- To Enable Different Deployments and Architectural Flavors for Various Business Models

5G networks will have to support diverse and stringent requirements of latency, throughput, capacity, and availability. With its unified design, 5G, an integrated connectivity fabric, offers an exciting promise of being able to Slice the Network to serve a wide range of applications with very distinct reliability and throughput requirements. 

A network slice is defined as a logical (virtual) network customized to serve a defined business purpose or customer, consisting of an end-to-end composition of all the varied network resources required to satisfy the specific performance and economic needs of that particular service class or customer application. With this Network Slicing concept, operators can enable different deployments and architectural flavors for various business models, use cases or service groups. They can run all network instances in parallel on a shared network infrastructure.

Some business models, for example, network slicing enables the network elements and functions to be easily configured and reused in each network slice to meet a specific requirement. One slice simply looks like self-contained network that includes the core network and the RAN. However, each of these slices can have its own network architecture, security, quality of service and network provisioning as a result of the network virtualisation software implementations. 5G effectively allows a network slice to be a low-security, low-bandwidth network for one application and a high-security, high-reliability one for another application.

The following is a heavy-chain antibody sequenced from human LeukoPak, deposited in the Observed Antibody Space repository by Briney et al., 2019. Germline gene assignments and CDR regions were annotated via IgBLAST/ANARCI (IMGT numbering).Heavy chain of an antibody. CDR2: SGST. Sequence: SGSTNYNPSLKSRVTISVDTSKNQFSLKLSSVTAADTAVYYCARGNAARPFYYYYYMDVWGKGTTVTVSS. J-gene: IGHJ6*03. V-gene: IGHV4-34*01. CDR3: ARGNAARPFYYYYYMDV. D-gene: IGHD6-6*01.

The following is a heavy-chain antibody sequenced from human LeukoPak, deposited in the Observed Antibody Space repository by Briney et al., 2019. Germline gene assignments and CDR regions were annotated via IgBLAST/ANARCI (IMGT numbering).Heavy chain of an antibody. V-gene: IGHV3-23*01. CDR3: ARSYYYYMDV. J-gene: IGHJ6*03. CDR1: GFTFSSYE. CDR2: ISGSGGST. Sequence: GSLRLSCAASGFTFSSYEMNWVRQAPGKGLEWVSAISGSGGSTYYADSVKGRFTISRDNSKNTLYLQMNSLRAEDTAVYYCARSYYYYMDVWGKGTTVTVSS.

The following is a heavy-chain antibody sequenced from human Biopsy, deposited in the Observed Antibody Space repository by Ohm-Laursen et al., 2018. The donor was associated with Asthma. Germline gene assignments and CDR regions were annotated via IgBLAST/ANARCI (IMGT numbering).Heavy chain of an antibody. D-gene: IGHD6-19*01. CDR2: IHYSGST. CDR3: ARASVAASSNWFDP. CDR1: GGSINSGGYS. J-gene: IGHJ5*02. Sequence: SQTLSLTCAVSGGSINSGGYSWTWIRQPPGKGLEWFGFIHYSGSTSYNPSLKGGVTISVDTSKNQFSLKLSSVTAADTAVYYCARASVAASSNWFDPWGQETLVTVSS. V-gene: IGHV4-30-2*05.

- 5G End-to-End Network Slicing

The new era of 5G connectivity will be characterized by its wide diversity of use cases and their varied requirements in terms of power, bandwidth, and speed. The greater elasticity brought about by network slicing will help to address the cost, efficiency, and flexibility requirements imposed by future. In addition, the benefits of slicing for specific verticals are quickly emerging. For example, ultra- reliable low latency communications (URLLC) is focused on providing support for critical infrastructure and applications such as connected transportation and real-time processes such as in manufacturing. IoT has numerous verticals and each of those verticals have varied network requirements. Slicing provides the ability to support these vertical use cases by creating a tailored virtual slice of the network from end to end. 

End-to-end Network slicing is a major characteristic of the 5G System. It is supported by every deployed PLMN (Public Land Mobile network) to the extent necessary to interoperate with other PLMNs, e.g. the IoT slice from operator A can interconnect directly with the IoT slice of operator B. Based on business scenario, the operator can decide how many network slices to deploy and what functions/features to share across multiple slices.